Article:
Note: This procedure will temporarily disinfect your water system. It does not guarantee that your water will be safe to drink afterwards. If your water supply is not properly protected, it may become re-contaminated after the chlorine is flushed out. Follow-up sampling is necessary to determine if the treatment was effective.
Many people will need to perform this disinfection more than once before getting satisfactory results. Depending on the source of contamination, temporary disinfection may never be 100% effective and a permanent disinfection system may be needed.
Permanent Water Disinfection Systems
Permanent disinfection systems continuously disinfect your drinking water as it is being used. These systems are recommended when your water supply is susceptible to contamination by pathogens. There are three types of drinking water disinfection systems commonly used in residential and small commercial applications; ultraviolet disinfection, chlorination and reverse osmosis filtration. (see "Water Treatment Systems")
Before installing any permanent disinfection system, you must perform water quality testing to determine what or if other treatment systems will be necessary (see "Water Quality Testing"). Depending on your water quality and the type of supply you are using, additional treatment systems may be necessary for these systems to function properly. In chlorination systems, high levels of organic material, dissolved iron, sulfur and hardness can all bind to chlorine reducing its disinfection ability. It may also create sediments and deposits that build up in equipment causing extra maintenance. Ultraviolet disinfection systems typically have strict operating ranges for several water quality parameters. High levels of iron, manganese and hardness, as well as sediment and turbidity in water will prevent ultraviolet disinfection from functioning at all and must be removed.
Emergency Water Disinfection
Many residents take the availability of safe drinking water for granted. Although public drinking water supplies are generally well protected, both natural and man-made disasters have left people without safe drinking water with little or no warning.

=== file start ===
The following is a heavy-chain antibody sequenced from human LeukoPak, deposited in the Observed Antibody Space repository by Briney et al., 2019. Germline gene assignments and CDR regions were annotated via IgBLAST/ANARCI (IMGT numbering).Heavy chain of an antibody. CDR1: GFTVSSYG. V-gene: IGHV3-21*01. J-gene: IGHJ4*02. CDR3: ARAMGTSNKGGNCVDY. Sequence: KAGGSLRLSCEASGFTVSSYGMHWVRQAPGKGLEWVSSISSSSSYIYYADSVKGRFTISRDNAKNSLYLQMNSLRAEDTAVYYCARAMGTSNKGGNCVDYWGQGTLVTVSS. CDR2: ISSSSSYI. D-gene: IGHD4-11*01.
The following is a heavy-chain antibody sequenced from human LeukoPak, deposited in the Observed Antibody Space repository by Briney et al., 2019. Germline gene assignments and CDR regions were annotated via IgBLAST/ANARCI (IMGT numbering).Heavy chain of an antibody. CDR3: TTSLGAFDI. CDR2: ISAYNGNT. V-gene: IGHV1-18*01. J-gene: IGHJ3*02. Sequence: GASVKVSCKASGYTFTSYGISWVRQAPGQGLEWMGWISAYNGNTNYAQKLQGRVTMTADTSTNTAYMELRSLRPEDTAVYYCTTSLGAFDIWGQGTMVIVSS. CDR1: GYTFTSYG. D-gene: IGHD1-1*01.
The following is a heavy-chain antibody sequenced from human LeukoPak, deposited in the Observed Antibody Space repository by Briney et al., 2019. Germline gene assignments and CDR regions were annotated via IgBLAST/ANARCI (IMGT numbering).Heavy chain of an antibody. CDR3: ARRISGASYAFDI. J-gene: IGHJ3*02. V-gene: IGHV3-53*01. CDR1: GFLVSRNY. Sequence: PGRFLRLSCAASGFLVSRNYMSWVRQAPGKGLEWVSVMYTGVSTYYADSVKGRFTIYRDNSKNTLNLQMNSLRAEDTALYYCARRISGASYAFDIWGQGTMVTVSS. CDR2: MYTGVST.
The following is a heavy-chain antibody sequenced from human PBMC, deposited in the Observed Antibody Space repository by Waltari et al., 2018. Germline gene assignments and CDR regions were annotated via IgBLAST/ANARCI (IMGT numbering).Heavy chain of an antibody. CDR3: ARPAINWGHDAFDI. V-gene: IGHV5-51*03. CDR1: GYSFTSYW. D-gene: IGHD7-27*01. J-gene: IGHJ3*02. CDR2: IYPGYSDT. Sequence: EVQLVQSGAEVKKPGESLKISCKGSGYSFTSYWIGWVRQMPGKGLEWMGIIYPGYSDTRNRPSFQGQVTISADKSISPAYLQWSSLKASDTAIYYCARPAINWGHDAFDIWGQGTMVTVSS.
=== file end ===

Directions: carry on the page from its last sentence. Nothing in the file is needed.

Severe ice storms in December of 2013 caused power outages for nearly 100,000 residents across northeastern United States. This lack of power left residents served by onsite wells without water until it was restored.
Flooding is also a relatively common occurrence in western New York and is a major cause of drinking water contamination. In 2009, flash flooding in the Village of Gowanda destroyed many homes and severely damaged the reservoir leaving residents without drinking water for several days. In 1972, flooding from hurricane Agnes destroyed a significant part of the Village of Portville and a third of the City of Olean was evacuated.
Contamination of drinking water supplies is often a major concern during these types of emergency situations. Waterborne illness outbreaks can easily turn a difficult situation deadly. Access to safe drinking water is critical and bottled water may not always be available.
Fortunately, small amounts of water can be made potable without any special equipment if necessary. Always use as clean of water as possible and never drink water that has been contaminated by chemicals. Pathogens can be killed by bringing water to a rolling boil for at least one minute. If a heat source is not accessible, small amounts of chlorine or iodine can also disinfect drinking water. (see also "US EPA - Emergency Disinfection of Drinking Water")